[A caveat before I begin: I’m not claiming is this post that lying is never okay.  For instance, if, during the Holocaust, you were hiding a Jewish family in your home and lied to Nazis about it, you wouldn’t be doing anything wrong (as far as I understand the Bible and God).  But those instances are pretty rare, and they don’t do anything to undermine the general rule against lying.  If you’re put in a position where you have to choose between lying and causing an innocent person to be killed, your duty is probably going to be to protect that person, even if it means lying.  But this is hardly the setting of most of our lies.  Far more often, we lie to keep ourselves out of trouble or to make ourselves look better than we are, etc.  So while I fully accept that there are times when lying is the best way to serve God (as in the Holocaust example), such cases are clearly the exception – and our typical self-serving lies clearly don’t serve Him.]

A Lying Tongue

Out of seven things listed as detestable to God in this portion of Scripture, two of them involve lying.  Over 25% of them.  Let that sink in for a moment.

Below are some questions that might help you take stock of where you stand on this “detestable” practice.  As I said in the previous post, allow yourself to answer honestly.  This is between you and God (unless He tells you to involve someone else) and He already knows the truth.  Don’t lie to God about lying.

1. Do I lie?

2. Do I omit things from the truth in an attempt to deceive?

3. Do I stay quiet in order to allow people to assume things that aren’t true?  In what situations am I most likely to do this?

4. Do I lie to avoid getting into trouble or facing a conflict with someone?

5. Do I avoid situations where I might have to own up to something?

6. Do I try to hide things from others?  Why?  What are my motives for such deception?

7. Do I try to hide things from God?  Why?  What are my motives for such deception?

8. Before I take an action or make a decision, do I take time to review my plans and decisions (and motives) to make sure they’re honest?

9. Has lying become so engrained in my character that I don’t even notice when I do it?

I’d like to say a little about number 9 before addressing the list as a whole: This one might be difficult to answer, since, if it’s true, you probably don’t notice it.  But you likely know if you’re at risk of this.  So, here’s what I’d encourage you to do: Pay careful attention this week to your level of honesty.  Commit to asking yourself if you’re telling the whole truth each time you speak.  If you find a pattern of lying (or “fibbing” or “fudging” or whatever you want to call it) that you didn’t realize existed, please start working hard on correcting this issue.  I can tell you from experience that life becomes much simpler and much sweeter and much less stressful when you correct this problem.  I know that it seems like things might become more complicated or difficult or stressful – and they may, at first – but God rewards repentance (a true turning from sin).  And one of the rewards of honesty that I’ve observed is peace.  I pray you’ll be similarly blessed.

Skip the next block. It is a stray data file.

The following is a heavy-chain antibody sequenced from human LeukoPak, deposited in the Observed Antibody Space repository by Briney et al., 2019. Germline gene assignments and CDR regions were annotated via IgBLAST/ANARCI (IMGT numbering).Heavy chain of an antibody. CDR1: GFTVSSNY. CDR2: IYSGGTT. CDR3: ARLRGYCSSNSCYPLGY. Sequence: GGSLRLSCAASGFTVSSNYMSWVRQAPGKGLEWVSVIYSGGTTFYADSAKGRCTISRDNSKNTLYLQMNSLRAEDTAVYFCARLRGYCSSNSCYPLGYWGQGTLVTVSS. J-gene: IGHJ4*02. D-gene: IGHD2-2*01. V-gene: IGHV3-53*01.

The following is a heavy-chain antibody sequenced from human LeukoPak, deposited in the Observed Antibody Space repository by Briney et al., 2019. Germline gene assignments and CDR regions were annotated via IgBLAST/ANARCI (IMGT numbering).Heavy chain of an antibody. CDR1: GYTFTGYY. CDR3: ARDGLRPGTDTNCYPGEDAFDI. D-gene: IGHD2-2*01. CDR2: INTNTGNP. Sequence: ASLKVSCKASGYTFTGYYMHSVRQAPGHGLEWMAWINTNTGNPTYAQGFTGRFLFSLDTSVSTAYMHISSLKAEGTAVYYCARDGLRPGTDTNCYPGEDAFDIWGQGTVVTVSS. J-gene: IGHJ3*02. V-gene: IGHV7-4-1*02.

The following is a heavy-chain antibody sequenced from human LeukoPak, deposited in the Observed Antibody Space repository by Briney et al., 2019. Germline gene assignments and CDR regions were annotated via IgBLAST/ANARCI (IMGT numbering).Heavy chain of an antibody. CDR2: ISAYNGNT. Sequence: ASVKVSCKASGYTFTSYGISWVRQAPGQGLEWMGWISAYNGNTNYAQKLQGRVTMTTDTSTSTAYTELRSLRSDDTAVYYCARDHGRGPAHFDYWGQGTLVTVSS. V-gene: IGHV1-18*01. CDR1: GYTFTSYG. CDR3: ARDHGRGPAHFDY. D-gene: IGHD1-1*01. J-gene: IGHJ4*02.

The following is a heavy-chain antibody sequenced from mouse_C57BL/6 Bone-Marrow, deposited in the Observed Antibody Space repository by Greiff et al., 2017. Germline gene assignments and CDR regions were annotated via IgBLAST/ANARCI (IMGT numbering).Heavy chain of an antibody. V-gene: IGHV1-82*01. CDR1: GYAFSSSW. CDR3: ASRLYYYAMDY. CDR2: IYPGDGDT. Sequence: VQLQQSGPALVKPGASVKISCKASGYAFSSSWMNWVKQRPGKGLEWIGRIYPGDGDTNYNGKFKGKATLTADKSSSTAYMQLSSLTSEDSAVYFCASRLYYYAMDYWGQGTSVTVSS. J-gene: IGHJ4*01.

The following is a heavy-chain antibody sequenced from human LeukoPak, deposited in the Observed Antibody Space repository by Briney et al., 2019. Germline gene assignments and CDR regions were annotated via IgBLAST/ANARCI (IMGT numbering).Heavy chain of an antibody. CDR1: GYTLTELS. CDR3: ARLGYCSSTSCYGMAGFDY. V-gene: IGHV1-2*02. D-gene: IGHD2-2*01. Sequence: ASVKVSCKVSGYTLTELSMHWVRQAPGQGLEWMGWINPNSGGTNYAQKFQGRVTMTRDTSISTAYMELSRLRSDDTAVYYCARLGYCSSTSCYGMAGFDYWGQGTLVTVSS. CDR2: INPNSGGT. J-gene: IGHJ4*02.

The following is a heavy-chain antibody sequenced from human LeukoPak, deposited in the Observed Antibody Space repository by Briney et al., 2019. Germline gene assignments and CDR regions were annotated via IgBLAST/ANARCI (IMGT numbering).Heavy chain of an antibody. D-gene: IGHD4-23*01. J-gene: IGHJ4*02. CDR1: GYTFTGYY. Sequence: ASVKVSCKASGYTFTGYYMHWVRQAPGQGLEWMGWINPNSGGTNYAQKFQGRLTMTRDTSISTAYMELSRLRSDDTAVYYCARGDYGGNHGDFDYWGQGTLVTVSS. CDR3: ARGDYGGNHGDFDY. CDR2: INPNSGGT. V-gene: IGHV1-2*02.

The other thing I’ve noticed is that once you break the habit of lying, it actually becomes more difficult and painful to lie.  You become much more attuned to your level of honesty and more aware of your motives.  I don’t worry too much now about telling the truth (even if there are consequences).  When I do find myself in a position where I’m tempted to tell a half-truth (which, if we’re honest, is a lie, no matter what we call it), I’m typically very aware of the choice I’m making when I choose to lie.  And I spend far more time worrying about the consequences of the lie than I would have spent worrying about the consequences of the truth.  All that is to say: If you find yourself in a pattern of lying, while getting out can be hard, one of the rewards of getting out is that staying out gets easier and easier.

Okay, so, looking back at questions 1-8 above, most of us can answer “yes” to at least part of one of the questions.  This is a bigger deal than we like to think (God doesn’t hate this for no reason), and next week we’ll take a look at why.

 

Click here for the previous post in this series: (becoming) closer to God through Proverbs 6 — Haughty Eyes

Click here for the beginning of the series: (becoming) closer to God through Proverbs 6

Want to read more?

You know that annoying person you try to avoid?  Yeah, me too….: what to do about annoying people

Ready to ramp up your relationship with God?  Try: Quiet time OR Try: Constant Conversation

Feeling overwhelmed by all of your obligations?  Try: the superwoman complex or mary and martha

Can your marriage help the next generation?  I think so: why YOUR strong marriage matters to kids that aren’t yours

Start of the wisdom series: (becoming) wise, part one

Start of the fully submitted series: (becoming) fully submitted

 

%d bloggers like this: